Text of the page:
Obviously if you want to weave a very long piece of fabric you may not have the space to use a warp peg. So, an alternative method of measuring your warp is to use a warping board. Essentially this is a frame or piece of wood with dowling pegs a set distance apart so you can easily measure the correct length of warp by simply winding your yarn around the pegs. Warping boards aren’t cheap so we found some measurements on line and made our own. Here’s a picture

Once you’ve wound your warp yarn onto the board you have to transfer it to the loom. I haven’t tried that yet but there are several methods to avoid it all turning into a knotty mess.

I’ve mentioned the four shafts and moving them in a certain order to make patterns. Each shaft has wire heddles which you thread the warp yarn through. As you raise a shaft the yarn is raised by the heddles and then lowered when you drop the shaft. For a beginner a simple weave is to warp in the order 1,2,3,4. This means that the first warp yarn is threaded through a heddle on shaft 1 the second warp yarn through a heddle on shaft 2 and so on in a repeating pattern. When weaving you lift shafts 1 and 3 together, place the weft yarn using your shuttle then lower shaft 1 and 3 and raise shaft 2 and 4. In this way different warp yarns are raised and lowered over and under each weft yarn creating a weave.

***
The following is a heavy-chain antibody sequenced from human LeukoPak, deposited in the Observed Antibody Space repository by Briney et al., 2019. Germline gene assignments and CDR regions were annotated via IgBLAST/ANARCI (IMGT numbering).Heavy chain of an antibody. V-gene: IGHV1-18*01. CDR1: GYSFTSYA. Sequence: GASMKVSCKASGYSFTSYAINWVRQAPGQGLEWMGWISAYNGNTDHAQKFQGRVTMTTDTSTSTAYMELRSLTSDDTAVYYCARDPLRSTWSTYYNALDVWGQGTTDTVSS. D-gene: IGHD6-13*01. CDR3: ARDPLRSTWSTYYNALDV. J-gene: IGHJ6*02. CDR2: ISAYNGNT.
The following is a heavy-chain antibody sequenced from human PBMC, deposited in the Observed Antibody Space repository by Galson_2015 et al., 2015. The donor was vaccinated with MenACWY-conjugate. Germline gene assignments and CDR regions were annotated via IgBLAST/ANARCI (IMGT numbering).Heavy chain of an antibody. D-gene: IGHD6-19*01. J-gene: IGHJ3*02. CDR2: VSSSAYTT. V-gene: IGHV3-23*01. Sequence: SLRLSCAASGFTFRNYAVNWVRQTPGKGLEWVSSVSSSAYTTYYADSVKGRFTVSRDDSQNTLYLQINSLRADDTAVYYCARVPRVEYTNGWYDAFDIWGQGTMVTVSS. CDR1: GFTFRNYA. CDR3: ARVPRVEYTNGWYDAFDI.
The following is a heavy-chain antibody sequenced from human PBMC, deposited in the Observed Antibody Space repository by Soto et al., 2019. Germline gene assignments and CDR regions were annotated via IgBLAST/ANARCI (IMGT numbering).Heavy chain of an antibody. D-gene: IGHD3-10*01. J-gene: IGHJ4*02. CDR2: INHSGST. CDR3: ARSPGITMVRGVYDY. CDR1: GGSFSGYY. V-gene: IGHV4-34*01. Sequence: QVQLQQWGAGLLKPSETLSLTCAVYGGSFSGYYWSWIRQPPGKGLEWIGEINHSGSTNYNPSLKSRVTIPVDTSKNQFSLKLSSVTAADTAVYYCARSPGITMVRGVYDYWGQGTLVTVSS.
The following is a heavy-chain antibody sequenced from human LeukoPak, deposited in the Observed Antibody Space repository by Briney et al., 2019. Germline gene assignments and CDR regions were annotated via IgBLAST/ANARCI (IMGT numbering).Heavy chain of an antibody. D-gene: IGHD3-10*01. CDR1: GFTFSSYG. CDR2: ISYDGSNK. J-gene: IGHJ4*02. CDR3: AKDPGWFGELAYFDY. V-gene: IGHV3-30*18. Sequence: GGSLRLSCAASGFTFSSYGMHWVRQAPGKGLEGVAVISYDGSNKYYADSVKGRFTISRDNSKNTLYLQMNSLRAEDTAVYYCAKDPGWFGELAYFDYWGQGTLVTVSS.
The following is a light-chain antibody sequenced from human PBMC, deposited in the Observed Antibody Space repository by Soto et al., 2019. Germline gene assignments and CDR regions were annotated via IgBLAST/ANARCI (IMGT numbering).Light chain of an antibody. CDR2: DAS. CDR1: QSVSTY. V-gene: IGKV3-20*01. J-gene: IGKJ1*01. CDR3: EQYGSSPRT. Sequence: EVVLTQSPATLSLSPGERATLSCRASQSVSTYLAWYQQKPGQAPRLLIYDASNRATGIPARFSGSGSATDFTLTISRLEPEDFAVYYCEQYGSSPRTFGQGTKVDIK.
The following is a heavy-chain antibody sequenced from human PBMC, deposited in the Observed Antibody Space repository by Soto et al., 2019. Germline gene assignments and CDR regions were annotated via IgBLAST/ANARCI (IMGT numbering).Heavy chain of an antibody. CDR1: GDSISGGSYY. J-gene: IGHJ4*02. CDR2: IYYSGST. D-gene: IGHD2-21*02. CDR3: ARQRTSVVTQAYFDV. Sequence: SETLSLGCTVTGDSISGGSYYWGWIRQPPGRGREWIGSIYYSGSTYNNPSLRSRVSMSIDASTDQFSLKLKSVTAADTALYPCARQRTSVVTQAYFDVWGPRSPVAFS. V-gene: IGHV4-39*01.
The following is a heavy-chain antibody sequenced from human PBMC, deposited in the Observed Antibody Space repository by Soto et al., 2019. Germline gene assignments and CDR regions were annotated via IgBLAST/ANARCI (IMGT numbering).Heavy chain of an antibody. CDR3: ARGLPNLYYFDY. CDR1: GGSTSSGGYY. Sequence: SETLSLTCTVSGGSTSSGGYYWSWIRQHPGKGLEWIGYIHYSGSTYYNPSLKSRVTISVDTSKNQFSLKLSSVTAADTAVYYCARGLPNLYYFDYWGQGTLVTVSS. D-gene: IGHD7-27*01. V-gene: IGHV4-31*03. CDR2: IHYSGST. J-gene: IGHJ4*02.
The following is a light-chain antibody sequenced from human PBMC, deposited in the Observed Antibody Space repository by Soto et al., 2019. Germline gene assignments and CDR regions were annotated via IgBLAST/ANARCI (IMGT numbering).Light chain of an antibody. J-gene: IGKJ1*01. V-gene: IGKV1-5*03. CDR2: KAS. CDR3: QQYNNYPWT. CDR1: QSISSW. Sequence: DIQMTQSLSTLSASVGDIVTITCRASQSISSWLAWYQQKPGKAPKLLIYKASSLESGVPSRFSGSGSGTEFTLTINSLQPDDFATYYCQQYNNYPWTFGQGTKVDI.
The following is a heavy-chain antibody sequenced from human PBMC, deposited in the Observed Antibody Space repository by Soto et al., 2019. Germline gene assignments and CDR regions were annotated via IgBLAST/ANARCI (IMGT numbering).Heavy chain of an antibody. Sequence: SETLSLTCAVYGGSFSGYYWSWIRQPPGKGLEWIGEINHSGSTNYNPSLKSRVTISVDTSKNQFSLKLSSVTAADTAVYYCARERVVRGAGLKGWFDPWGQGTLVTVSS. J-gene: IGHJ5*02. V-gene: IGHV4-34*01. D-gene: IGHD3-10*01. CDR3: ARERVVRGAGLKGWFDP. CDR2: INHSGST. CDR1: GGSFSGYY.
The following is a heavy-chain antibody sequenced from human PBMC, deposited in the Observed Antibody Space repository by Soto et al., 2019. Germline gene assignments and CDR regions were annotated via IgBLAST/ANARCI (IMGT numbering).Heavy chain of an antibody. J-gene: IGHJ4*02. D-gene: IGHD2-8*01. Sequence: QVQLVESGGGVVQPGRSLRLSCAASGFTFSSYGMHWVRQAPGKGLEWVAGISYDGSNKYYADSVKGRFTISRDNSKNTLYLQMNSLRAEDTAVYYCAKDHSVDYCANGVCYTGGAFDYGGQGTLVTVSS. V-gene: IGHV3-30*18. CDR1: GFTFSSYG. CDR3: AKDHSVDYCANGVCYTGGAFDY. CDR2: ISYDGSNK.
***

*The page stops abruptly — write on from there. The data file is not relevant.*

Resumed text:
I haven’t got any Hooters Hall Jacob wool yet so I bought some Jacob wool yarns. Here’s a picture, as you can see I’ve got two lighter coloured yarns one thin one thick. I’ve used these as warp and did find the thinner yarn easier to deal with. However, I think having a different reed would make a big difference. I’ve been using the darker wool as my weft. I wanted to use contrasting colours so it would be easier to see any mistakes.

This is a picture of my first attempt.

I was really pleased with this. There were a few places where I had skipped a warp yarn but this is easily rectified. I did a zig zag stitch with the sewing machine across the end to finish off. the fabric has a lovely drape and I was suprised how easy it was to sew on the sewing machine.

I’ve also tried experimenting with a thicker yarn for the warp. For my first attempt I had direct warped the loom and had two warps going through each space in the reed. With the reed I have this made it very difficult to move the reed and I also struggled to create a decent shed. I think if I had a different size reed this could be resolved. In this close up you can see that the warps are made up of two yarns.

Finally I tried using the thick warp again but only singly. This made it easier to move the reed and to create a decent shed to pass the weft through. Obviously with only a single warp and using a contrasting weft you get more of a checked pattern.

Out of all three I prefer the first attempt mainly because of the drape and softness of the fabric.

I’m planning on getting some different sized reeds and to start following some weaving patterns to create fabrics with different patterns.

For anyone thinking about trying weaving I would definitely recommend Deborah Chandler’s Learning to Weave book. This is focused on weaving with a four shaft table loom, so if you have a rigid heddle or floor loom, it may not be the best choice but I found the explanations and directions really helpful. You can get a copy from our Amazon bookshop here’s the link: http://astore.amazon.co.uk/hoote-21/detail/159668139X